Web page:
The Secret Use of Yogini Dasha
By far the most popular dasha system in Vedic astrology is the Vimshottari dasha system. And it should be. Sage Parashara says in the Brihat Parashara Hora Shastra ( ch. 46 v. 2-5 ):
Dashas are of many kinds. Amongst them Vimshottari is the most appropriate for the general populace.Sage Parashara
As accurate as the Vimshottari dasha is, it still can’t give the entire picture of the results of a given time period. Why else would there be dozens of other dasha systems available that astrologers can use? Many of these other dasha systems are conditional dashas, meaning that they are only applicable if certain planetary combinations exist in the chart. Of the general, unconditional dashas like Vimshottari dasha, Yogini dasha is probably the next best to use.
Why use more than one dasha system? Simply because it increases predictive accuracy. In an interview with K.N. Rao that I posted recently, he said:
If you can do it (combine multiple dasha systems), your predictions can maintain an average of eighty five percent success rate. However, it takes skill to see that the results of two dashas do not clash. They give the same results, but they have to be seen intelligently.K.N. Rao
Ideally, an astrologer should use at least two dashas, but three or four is even better. Yogini is a great dasha to add, but the main problem with it is that its cycle is only 36 years long. Consequently, most people will experience two or perhaps three cycles of Yogini dasha in a lifetime. It’s because of this that many astrologers in India have dismissed its relevance entirely. How can you interpret the same cycle that a person had 36 years prior in a different, relevant way? However, in some Himalayan regions of India, like Garwhal, Yogini dasha has been heavily emphasized for centuries. What is their secret?
There are only two books on Yogini dasha available that I’m aware of: Applications of Yogini Dasha, by Rajeev Jhanji and N.K. Sharma, and Predict Effectively Through Yogini Dasha, by V.P. Goel. Both are excellent books, and both were written by teachers of Bharatiya Vidya Bhavan, at K.N. Rao’s encouragement. Rao wrote the forewords to both books, and in both of them he talks about the problem of using a 36 year dasha system. He also discusses how the problem can be solved through the use of a progressed lagna. In the first book, Applications of Yogini Dasha, he shares how he found out about a secret way that the lagna is progressed, but unfortunately the method wasn’t revealed to him. In the second book, Predict Effectively Through Yogini Dasha, he talks about how the author, V.P. Goel, discovered through his own original research how to progress the lagna.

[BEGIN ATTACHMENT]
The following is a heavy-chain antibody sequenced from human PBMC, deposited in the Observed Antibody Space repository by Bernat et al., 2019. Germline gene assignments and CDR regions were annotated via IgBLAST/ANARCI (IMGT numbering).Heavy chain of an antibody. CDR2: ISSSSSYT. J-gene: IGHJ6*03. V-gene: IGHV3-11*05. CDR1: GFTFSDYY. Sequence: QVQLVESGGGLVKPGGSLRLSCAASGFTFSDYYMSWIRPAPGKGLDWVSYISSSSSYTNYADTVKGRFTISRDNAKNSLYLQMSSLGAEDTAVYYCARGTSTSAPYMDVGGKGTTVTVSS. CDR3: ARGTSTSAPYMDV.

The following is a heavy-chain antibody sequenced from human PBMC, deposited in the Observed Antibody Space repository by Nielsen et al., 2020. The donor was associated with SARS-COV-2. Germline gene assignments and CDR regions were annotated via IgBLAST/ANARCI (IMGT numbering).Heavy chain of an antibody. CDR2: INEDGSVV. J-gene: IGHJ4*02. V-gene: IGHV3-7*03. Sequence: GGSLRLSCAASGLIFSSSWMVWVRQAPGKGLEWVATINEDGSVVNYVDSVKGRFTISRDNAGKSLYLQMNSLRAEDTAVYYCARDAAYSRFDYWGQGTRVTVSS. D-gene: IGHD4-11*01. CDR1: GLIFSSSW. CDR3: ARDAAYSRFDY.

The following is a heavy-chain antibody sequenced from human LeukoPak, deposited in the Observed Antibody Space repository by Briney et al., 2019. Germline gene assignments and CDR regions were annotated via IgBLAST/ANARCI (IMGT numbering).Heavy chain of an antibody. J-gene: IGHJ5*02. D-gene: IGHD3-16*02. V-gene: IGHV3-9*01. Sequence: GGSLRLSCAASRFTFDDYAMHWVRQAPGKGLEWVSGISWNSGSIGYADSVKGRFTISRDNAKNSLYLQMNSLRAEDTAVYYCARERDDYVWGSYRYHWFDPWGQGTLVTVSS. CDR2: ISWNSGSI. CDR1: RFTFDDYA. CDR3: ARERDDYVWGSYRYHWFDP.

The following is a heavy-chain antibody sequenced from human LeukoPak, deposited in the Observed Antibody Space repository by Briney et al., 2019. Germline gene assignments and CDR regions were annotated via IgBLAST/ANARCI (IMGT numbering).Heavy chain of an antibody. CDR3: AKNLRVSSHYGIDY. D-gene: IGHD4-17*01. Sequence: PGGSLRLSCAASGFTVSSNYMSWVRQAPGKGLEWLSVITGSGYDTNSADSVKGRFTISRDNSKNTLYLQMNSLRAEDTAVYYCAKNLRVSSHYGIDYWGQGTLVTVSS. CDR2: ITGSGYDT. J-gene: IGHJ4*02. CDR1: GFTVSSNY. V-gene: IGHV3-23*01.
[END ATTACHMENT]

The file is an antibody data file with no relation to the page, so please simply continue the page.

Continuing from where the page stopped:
What does a progressed lagna mean? In this context it means that the chart is read from an alternate lagna (ascendant) for the duration of the Yogini dasha. This lagna gets progressed, or moves forward, with each change of the dasha lord.
Now let’s read some of these excerpts from forewords written by K.N. Rao in both of these books:
Excerpt from Applications of Yogini Dasha, by Rajeev Jhanji and N.K. Sharma (published in 1994):
“I have had no prejudice against Yogini dasha unlike some well-known astrologers of India who reject it because it has a very short cycle of 36 years only. The ticklish question was how to apply this dasha in the cases of those who had crossed the age of 36 and were less than 72 years when two cycles of Yogini dasha would be over. The more ticklish problem was how to use this for persons above the age of 72 years when the third cycle of Yogini dasha would be in operation. My problem was solved accidentally when during my career as a government officer, I heard that a peon (the lowest rung in an official hierarchy) had predicted to someone in the office about an impending danger to his health which did happen. I called the peon, who was from Garwhal, a Himalayan state in northern India, and asked him how he had made that prediction. He told me that he first used Yogini dasha and then combined the Vimshottari dasha. Then he told me that he progressed the Yogini dasha according to the age of the man concerned and gave me some future predictions which came out correct. How he did this progression he never explained to me. He wanted to keep it as a family secret, the parampara (tradition) secret, which he had been instructed by his father, also his guru, not to disclose it to anyone. I was convinced that Yogini dasha worked in all cases whatever the age of the native, if it was combined with the Vimshottari dasha. But I do not know how Yogini is progressed yet.”
Excerpt from Sbapshot Prediction Using Yogini Dasha, by V.P. Goel (published in 2013):